With such alarming outcomes, the US health care system (both inpatient and outpatient) needs to implement consistent and regular screening of all older adult patients. Examples of validated screening tools available to practitioners are the Malnutrition Screening Tool (MST), Malnutrition Universal Screening Tool (MUST), and the Mini Nutrition Assessment (MNA). Many hospitals and clinics across North Carolina are already utilizing these screening tools to identify older adults at risk for malnourishment or who are already malnourished. Screening should be completed by a trained member of the health care team.
After an older adult has screened positive for malnutrition, the older adult needs to have a further assessment. Typically, this is completed by a registered dietitian (RD). The patient’s medical history is reviewed, as well as their weight history and food intake history, and a nutrition-focused physical exam is completed. The nutrition-focused physical exam assesses the patient for reduced body fat, reduced muscle, reduced hand grip strength, and fluid accumulation/edema. If an older adult has two or more indications of any of the above, they are diagnosed with malnutrition. Additionally, the older adult is screened for food insecurity. Without reliable access to enough affordable, culturally appropriate food upon discharge, solving malnutrition is challenging.
Practitioners working with malnourished older adults should be reminded that older adult malnutrition can occur in elders with many body types. The out-of-date concept that older adult malnutrition only occurs in small, thin bodies can cause practitioners to miss the opportunity to treat malnutrition.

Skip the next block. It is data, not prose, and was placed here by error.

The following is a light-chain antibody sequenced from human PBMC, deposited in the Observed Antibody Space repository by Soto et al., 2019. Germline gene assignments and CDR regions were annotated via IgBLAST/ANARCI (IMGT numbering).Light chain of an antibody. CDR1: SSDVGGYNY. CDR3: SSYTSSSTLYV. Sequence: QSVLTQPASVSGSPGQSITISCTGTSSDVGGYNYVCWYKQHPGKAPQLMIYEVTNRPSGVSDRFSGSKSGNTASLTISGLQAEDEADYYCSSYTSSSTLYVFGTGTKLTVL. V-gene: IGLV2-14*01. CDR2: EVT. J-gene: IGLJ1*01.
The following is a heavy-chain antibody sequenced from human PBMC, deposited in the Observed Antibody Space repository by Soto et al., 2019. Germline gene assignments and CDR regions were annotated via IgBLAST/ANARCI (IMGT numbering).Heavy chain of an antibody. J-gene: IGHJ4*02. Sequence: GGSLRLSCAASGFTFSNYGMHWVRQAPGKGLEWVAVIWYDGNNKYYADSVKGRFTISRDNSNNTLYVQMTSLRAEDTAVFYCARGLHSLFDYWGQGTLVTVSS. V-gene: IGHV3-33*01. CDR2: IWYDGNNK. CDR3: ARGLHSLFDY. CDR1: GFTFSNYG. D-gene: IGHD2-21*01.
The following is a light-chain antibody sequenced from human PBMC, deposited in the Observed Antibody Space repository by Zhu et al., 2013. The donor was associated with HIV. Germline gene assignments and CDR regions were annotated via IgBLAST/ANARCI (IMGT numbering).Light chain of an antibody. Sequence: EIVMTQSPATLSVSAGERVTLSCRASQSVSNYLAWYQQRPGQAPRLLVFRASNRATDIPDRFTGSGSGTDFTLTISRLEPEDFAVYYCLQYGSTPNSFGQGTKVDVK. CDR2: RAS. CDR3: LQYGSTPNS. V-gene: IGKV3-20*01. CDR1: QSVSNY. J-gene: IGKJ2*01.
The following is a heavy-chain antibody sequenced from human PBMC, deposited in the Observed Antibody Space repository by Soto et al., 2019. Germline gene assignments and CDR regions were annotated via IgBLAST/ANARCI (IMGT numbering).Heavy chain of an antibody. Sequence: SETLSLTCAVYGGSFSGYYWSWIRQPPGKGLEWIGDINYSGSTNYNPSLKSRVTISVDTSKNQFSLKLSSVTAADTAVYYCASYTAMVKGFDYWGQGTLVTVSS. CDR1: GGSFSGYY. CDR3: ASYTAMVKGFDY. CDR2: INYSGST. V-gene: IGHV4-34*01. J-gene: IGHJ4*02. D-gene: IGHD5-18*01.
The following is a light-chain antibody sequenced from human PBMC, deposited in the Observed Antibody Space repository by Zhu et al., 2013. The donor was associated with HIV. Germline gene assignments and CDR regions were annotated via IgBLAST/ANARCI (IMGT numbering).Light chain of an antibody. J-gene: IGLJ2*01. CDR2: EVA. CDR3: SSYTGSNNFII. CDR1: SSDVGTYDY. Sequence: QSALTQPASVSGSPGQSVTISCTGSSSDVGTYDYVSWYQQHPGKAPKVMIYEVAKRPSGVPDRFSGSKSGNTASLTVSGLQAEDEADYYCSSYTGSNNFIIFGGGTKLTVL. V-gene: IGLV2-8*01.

Additionally, it is important for the practitioner to be aware of how aging affects the body so that nutritional interventions are relevant and effective. One of the principal nutritional concerns with older adults is unintended weight loss, which should be prevented, if possible. Research shows that unintended weight loss increases morbidity and mortality in older adults. Unintended weight loss affects 13% of home-dwelling older adults and between 50% and 60% of nursing home (long-term care) residents.
Older adults have unique dietary needs. The annual costs of disease-associated malnutrition for adults aged 65+ in North Carolina is $140,348,592.12 Older adults may need fewer calories because they aren’t as physically active as they once were, their body composition has changed, and their metabolic rate is slower. But despite the decreased need for calories, the older adult’s body still requires the same or higher amounts of micronutrients. It is therefore important that older adults eat nutrient-dense foods and avoid empty-calorie foods.13